Sanjay Tickoo chose to stay put in Kashmir when all his frightened Pandit friends, relatives and neighbours preferred to leave the valley after insurgency began in 1989. Despite facing threats in the form of a letter pasted on his door, asking him to leave, Mr Tickoo fought back, but 22 years down the line, he regrets his decision.
“I can’t go back in time and change my decision but yes if my daughter who will be in 12th grade in next couple of years chooses to study and settle outside Kashmir, I wouldn’t stop her,” says Mr Tickoo in a husky voice.
About one lakh Kashmiri Pandits migrated from Kashmir towards Jammu in the South in 1990 in a mass exodus – and many conflicting theories explain the exodus with some blaming the administration led by Governor Jag Mohan, who wanted to escort them safely out of the valley till the situation got better. Others believe that the administration wanted to give a communal colour to the uprising but all agree to the fact that the exodus was a big loss to the Kashmir societal fabric in which Muslims and Pandits had co-existed peacefully for centuries.
Such mysterious posters asking Pandits to leave or face death were pasted across the length and breadth of the valley – on the face of it the obvious aim was to frighten them so they could leave. While it worked and Pandits began to leave as government transport picked them up from villages and towns but there was one man who chose to fight back – Mr Tickoo got the letter published as an advertisement in one of local Urdu newspapers. It worked and all his shocked Muslim neighbours and friends assembled at his house and apologised for the misdeed, not before promising that his family faced no threat and urged him not to leave his home.
A father of two, Mr Tickoo, who now heads the Kashmir Pandit Sangharsh Samiti (KPSS), an organisation looking after the affairs of Pandits, chose to stay back despite the threats and violence, and says that the community is facing the toughest times ever. He alleges that for the state, only migrants (Pandits who left the valley) matter and they have policies for them only while for them there is nothing in store. “They have policies for only two Ms – Migrants and Militants. They want militants to come back and promise them rehabilitation policies, and similarly they have announced jobs for migrants who return,” says Mr Tickoo. “Do they know we exist and what have they done to save the Pandit community which we represent?”asks Mr Tickoo.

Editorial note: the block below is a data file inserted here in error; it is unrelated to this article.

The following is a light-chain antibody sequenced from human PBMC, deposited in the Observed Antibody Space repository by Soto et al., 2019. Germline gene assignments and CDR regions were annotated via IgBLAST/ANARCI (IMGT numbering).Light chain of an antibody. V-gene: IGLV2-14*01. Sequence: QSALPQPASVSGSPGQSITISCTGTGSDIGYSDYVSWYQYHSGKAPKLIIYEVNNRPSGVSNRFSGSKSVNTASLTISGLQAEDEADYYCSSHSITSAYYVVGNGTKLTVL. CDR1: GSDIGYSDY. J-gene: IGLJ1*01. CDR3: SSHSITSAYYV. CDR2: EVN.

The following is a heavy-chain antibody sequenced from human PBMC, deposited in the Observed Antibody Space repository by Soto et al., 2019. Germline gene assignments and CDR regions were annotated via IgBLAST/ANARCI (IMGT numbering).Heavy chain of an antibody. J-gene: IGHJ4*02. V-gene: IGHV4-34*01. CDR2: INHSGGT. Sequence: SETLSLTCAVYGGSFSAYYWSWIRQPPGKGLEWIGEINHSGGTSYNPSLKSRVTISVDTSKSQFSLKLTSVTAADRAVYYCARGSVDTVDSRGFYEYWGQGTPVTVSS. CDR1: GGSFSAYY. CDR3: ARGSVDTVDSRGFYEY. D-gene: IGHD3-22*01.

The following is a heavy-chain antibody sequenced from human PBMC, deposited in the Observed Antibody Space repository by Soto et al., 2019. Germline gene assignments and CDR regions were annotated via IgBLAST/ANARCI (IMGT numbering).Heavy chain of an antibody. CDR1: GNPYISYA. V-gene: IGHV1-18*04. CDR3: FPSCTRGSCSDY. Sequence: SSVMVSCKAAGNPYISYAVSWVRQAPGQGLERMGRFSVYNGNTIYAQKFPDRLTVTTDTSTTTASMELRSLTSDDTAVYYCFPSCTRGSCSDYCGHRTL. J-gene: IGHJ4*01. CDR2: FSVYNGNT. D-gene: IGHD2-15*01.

According to 1991 govt. Census figures, the number of Pandits who didn’t migrate was 32,000 but according to a census carried out by KPSS in 2008-09, there were only 2654 people left. “Government policies are to be blamed for the dwindling numbers,” Mr Tickoo reasons.
According to him, a Pandit student with as low as 42% marks can get a Software Engineering seat outside Kashmir and on the other hand, non-migrant Pandit doesn’t get it even after scoring 80-90% marks. “Isn’t this enough reason that our students will also decide to leave the valley,” asks Mr Tickoo, adding “This should serve an eye-opener for those who are crying that migrant Pandits should come back.” “Will they?”he asks.
Also, as per the state’s rehabilitation policy, more than 1500 Kashmiri migrant Pandits have been allotted jobs in various state government departments but for the non-migrants, government, according to Mr Tickoo have been promising will find something. “The government should have endorsed our sacrifices but it didn’t and it never accepted the fact that we stood on ground zero for last two decades,” Mr Tickoo rues.
At a time when migrant Pandits have dominated the narrative while this miniscule population, dwindling with time has become virtually become non-existent. From pro-freedom organisation and civil society to political and religious organisations, everyone has been only talking about the migrant Pandits and their return, not a single voice is heard to look into the affairs of Pandits living inside the valley. “If Mirwaiz Umar Farooq can raise the issue of Kashmiri language, why can’t he also raise our issue,” asks Mr Tickoo.
Migrant Pandits, according to Mr Tickoo are eligible for financial packages besides their children get the reservation across the educational institutions. They have found lucrative careers for their children who are comfortably settled in various parts of the country and abroad. In this situation, according to Mr Tickoo, one can’t expect a software engineer to leave his job and settle in valley. This holds true for all those Muslim Kashmiris as well who have settled outside Kashmir and their association is just to visit their homes once or twice in a year.
Mr Tickoo says that people from his own community have been using unparliamentary language against them for their decision to stay put. “Why did you stay back, they ask us,” says Mr Tickoo. And rightly so, this community hasn’t been facing only financial issues but also social and psychological issues.
“We can’t find a good choice for our daughters in valley and then we are forced to marry them outside and quite similarly our sons also face the same problem, no outsider is willing to marry off their daughters to a Pandit living in Kashmir,” rues Mr Tickoo.
Besides, this community has lost all the friends and relatives with whom they can share their moments of happiness and sorrow. “When my father passed away in 1991, priest wasn’t available and I needed somebody my own (close relatives like sister, aunt, uncle) to console me. But they weren’t there. Though my Muslim neighbours and friends were by my side but I couldn’t have expected that from them,” reveals Mr Tickoo.
Last but not the least, these people have been suffering psychologically as well. “We could share what happened with us during the day with anyone. It was a period of suffocation and we could feel that uneasiness which we could have vented out by sharing with friends and family,” says Mr Tickoo.